Spring Into Life: March In The Garden
Welcome to March, when the garden really starts bursting into life. Your plants are beginning to grow, so it’s time to get outside and prepare the garden for the warmer weather ahead. Spring bulbs such as nodding daffodils, carpets of crocuses and an increase in birdsong herald the start of the new season.
We’ve put together a list of March gardening jobs worth focusing on in the next few weeks.
March is the time to buy plants and bedding for your hanging baskets, containers and borders so get yourself prepared by ordering new containers and planters or cleaning out your existing pots. Plants such as nemesia, begonias, petunias, geraniums, osteospermums, fuchsias and salvias are ideal thrillers and spillers for your container garden and will provide a summer of dazzling colour.
This is also the ideal time to start planting summer bulbs now to add successional colour to your garden. If you are looking for a flowering plant that creates both height, interest and drama in your garden, plant tall scented bulbs such as lilies and gladioli whilst dahlia tubers will add a bright pop of colour in containers.
If you are thinking of seed sowing, half hardy annuals such as aster, cosmos, celosia, petunia and salvia can be sown into soil if it's frost free, if not under cover. Young plants can be transferred straight into a sunny border or pots outside.
March is the time to cut back perennial plants before the new growth gets too advanced. Clematis can be cut back now to give you beautiful colour later in the season. March is also the last month and final chance to prune any climbing and shrub roses. Cornus plants with their bright coloured can be cut back now which will allow it to replenish itself over the coming season.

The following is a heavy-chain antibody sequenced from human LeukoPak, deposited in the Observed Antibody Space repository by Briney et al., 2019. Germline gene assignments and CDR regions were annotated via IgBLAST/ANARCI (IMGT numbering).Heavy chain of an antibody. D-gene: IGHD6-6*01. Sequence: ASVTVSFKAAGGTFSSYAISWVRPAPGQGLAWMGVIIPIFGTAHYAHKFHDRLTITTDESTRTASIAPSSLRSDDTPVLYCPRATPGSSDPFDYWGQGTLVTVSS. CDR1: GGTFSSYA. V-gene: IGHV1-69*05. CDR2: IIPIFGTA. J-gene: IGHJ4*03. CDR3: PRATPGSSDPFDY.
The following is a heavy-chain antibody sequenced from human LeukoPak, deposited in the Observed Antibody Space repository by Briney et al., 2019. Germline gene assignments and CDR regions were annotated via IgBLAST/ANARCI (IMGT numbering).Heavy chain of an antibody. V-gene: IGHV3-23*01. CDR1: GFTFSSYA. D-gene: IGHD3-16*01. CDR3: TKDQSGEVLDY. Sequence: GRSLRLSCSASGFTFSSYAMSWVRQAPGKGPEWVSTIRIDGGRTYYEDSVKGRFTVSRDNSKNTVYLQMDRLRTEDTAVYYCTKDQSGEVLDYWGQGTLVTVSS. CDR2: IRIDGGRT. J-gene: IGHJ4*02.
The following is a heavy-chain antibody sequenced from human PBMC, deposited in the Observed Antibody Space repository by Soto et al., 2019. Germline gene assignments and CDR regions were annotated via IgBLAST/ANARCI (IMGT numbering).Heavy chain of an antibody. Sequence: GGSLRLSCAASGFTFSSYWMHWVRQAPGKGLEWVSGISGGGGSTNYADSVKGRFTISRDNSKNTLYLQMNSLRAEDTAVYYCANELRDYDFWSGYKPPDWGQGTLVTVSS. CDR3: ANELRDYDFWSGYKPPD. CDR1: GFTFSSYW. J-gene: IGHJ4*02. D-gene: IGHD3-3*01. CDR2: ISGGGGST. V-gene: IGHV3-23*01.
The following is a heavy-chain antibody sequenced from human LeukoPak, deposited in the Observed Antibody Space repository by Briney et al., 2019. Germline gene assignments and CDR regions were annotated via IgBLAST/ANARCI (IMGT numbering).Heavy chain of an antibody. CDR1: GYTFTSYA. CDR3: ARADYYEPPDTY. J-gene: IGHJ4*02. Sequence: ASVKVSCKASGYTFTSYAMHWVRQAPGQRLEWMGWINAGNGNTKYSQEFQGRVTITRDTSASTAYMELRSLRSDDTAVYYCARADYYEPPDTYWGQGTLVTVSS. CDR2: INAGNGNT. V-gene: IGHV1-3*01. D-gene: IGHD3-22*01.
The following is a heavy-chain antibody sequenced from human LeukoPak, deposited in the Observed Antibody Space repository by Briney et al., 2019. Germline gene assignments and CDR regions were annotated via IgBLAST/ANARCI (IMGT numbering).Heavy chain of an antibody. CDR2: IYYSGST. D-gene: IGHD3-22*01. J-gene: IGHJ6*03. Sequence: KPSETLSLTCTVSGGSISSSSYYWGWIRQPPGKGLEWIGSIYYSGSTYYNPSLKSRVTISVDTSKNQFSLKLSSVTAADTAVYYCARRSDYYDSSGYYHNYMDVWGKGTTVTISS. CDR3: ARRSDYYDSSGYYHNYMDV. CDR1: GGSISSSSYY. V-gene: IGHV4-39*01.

It’s the best time to lift and divide snowdrops is while they are still green, so once the flowering period has finished, lift overgrown or congested clumps and plant them in areas of the garden that look a little empty for next year.
Grow your own
Your wooden raised bed vegetable patch will start in earnest this month.
It’s time to plant onion sets and shallots in soil that has warmed up. If you have been chitting early potatoes, they should be ready for planting and can go into prepared soils in late March.
It is also a good time to plant bare root fruit trees and bushes if the soil is not too waterlogged or frozen. As the weather warms, you can now sow seeds such as broad beans, Brussel sprouts, peas, kale, spinach, radishes and brassicas under cover.
March is also an opportunity to germinate herbs, such as basil, dill, parsley, chives and coriander for the ultimate kitchen garden. Herb planters are great for small seedlings and plugs when your seeds are ready to pot on.
You might have noticed that your grass is waking up from being dormant over winter. Once your lawn has had a few weeks of new growth you can give it its first mow of the year, if the weather isn't wet or frosty. We recommend you ensure your mower blades are at their highest setting before cutting so that you don't cut the grass too short or scalp the lawn as it needs time to recover. Once this has been done, a spring lawn fertiliser and feed towards the end of the month will revive your grass for the season ahead.
March is a great month to sharpen garden tools. Regularly cleaning and oiling your garden tools will prevent rust, keep them sharper, and allow the handles to stay strong for the season ahead.
With family gatherings looking like returning this summer, your garden furniture will be the focal point over the next few months. To ensure it is looking its best, use this month to wash down your furniture by removing all mould and give wooden furniture a coat of water-based stain. We've written a full Gardenesque garden furniture care guide if you wanted to find some more helpful tips on caring for your garden furniture.
Nothing beats the spring awakening to get you in the mood for gardening, so if you follow our March tips, you can guarantee ultimate enjoyment in your garden this year.
For more advice on how to prepare your garden:
- Simple Landscape Ideas With Big Impact